Account of a Method of Preparing a Spirituous Liquor

[ Account of a Method of Preparing a Spirituous Liquor ]

Date: This is the date range on this weekly publication. | 1769/02/21 to 1769/02/28

Publication Format


maple sap

East Indies

Source: Nova Scotia Chronicle and Weekly Advertiser
Institution: Nova Scotia Archives | Source Origin: Nova Scotia Newspapers on Microfilm | Reference: Microfilm Reel 8155


This recipe includes both a spirit made of cocoa juice and one made of maple sap. The writer observed the former in Goa and claims to have invented the latter using the same method, upon observing the use of sugar maple sap in America. Vol. 9, No. 66.


Account of a Method of preparing a Spiritu-
   ous Liquor, of the Nature of ARRACK,
   from the Juice of some American Trees;
   discovered by a Gentleman who was se-
   veral Years in the Service of the East-In-
   dia Company, and afterwards came to
   reside in America.
THE finest Goa arrack is made of
the juice of the cocoa-tree, in the 
following manner. The operator fur-
nishes himself with a parcel of earthen 
vessels, with large bellies, and short but
wide necks. These he ties about his
waste, neck, and legs, and, thus loaded, 
he climbs up into a cocoa tree. As soon
as he is got up among the branches, he
cuts off a knot, and immediately ties one
of his earthen vessels to the wound, that
the liquor may run into it. As soon as he
fixed that, he cuts another knot to make

a wound for another, and so on till he
has hung up all his store of vessels. Then
he descends and prepares a large wooden
vessel to receive the juice. The bottles 
are commonly hung on in the evening,
because the tree bleeds more freely in the
night; and the next morning the man
climbs up again, and takes them off
when they are nearly filled with the sap
which ran from the wound. These are
all emptied into the wooden vessel before
prepared, and make a thin liquor, which
soon begins to ferment of itself, and rises
with a head to the top of the vessel. When
the fermentation is over, the head goes
off, and the liquor tastes weak and tar-
tish: It is then thrown into a large still
and worked off, so long as the runnings
taste any think spirituous. This liquor,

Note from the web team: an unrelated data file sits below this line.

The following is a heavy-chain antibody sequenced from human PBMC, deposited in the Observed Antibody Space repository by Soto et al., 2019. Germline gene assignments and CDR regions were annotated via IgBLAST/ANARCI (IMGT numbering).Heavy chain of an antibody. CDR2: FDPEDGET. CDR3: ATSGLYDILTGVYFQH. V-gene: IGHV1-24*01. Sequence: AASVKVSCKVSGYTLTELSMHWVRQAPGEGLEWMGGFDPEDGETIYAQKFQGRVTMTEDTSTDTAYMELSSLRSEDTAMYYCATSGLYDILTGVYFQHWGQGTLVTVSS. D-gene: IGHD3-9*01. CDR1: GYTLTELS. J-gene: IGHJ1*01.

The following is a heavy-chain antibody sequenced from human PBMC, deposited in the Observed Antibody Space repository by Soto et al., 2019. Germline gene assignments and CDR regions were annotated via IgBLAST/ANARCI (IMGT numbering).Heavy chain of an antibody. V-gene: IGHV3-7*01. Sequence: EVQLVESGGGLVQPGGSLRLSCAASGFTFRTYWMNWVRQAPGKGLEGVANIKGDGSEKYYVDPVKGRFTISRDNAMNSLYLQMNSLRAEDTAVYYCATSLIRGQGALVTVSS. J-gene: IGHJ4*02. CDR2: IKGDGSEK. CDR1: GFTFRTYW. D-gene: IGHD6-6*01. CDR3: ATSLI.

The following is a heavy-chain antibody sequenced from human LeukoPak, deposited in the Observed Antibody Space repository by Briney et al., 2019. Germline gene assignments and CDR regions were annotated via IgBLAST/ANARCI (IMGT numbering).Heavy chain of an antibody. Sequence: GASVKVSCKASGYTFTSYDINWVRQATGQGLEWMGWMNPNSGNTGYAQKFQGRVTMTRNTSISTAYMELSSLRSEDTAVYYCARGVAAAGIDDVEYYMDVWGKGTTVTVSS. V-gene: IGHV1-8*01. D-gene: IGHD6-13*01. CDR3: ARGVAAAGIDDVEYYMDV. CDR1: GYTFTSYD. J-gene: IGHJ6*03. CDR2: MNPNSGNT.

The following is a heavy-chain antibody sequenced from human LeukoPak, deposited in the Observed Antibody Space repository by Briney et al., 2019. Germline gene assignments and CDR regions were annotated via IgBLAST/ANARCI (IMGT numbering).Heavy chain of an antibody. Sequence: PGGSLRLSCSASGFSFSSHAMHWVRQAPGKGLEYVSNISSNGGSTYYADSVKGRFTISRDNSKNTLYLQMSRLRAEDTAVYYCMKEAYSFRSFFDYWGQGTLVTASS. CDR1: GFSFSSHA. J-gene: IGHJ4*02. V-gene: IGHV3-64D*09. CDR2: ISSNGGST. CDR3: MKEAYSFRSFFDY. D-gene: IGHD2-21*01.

distilled from the juice, is of the nature
of our low wines, as the distillers call
them. This is so poor that it would soon
turn sower; but they immediately distill
it again, and make it what they call by
our name proof spirit. In this condition
it is sent over to us: And though it seems
as strong as our malt or molasses spirit,
by the head it bears, it is really but of

one third or fourth part of the strength;
for when rectified into spirit of Wine,
these spirits are found to contain one half
of that spirit; but the best Goa arrack
commonly sold contains only one sixth or
one eight part. 
    Enquiring whether the cocoa tree was
the only sort of whose juice they made
arrack, I found they made it of the juices
of several kinds, but that the cocoa juice
was the most plentiful and easiest obtain’d
of any, and that therefore it is mostly
used; and what was sent over into Europe
both from Goa and Batavia, principally
made of it.
    On coming to reside in this part of the 
world, I found that there was a tree
which they call the sugar maple, which
they usually tap in the Spring, and let
out its juices or sap by boring a hole in the
trunk: they brew this with us into a sort 
of drink, and sometimes they boil it into 
sugar; but nobody, till my time, ever 
thought of making any other use of it. 
It immediately occurred to men, that it
might be used in the same manner as the
Indians use their cocoa juice. On tasting
it I found that it tasted much the same, 
and I immediately went to work upon it.
It fermented readily after standing twenty
four hours; and after the whole fermenta-
tion was over, I distilled it, and rectified
it, and have made a fine spirit of it, 
which every body here says is very good
arrack. I am more used to arrack than
they are; and, I must confess, that I
don’t think it exactly the same with that
of Goa and Batavia; but it is exactly the 
same with that of many other parts of the 
East-Indies, and I think full as pleasant
as any.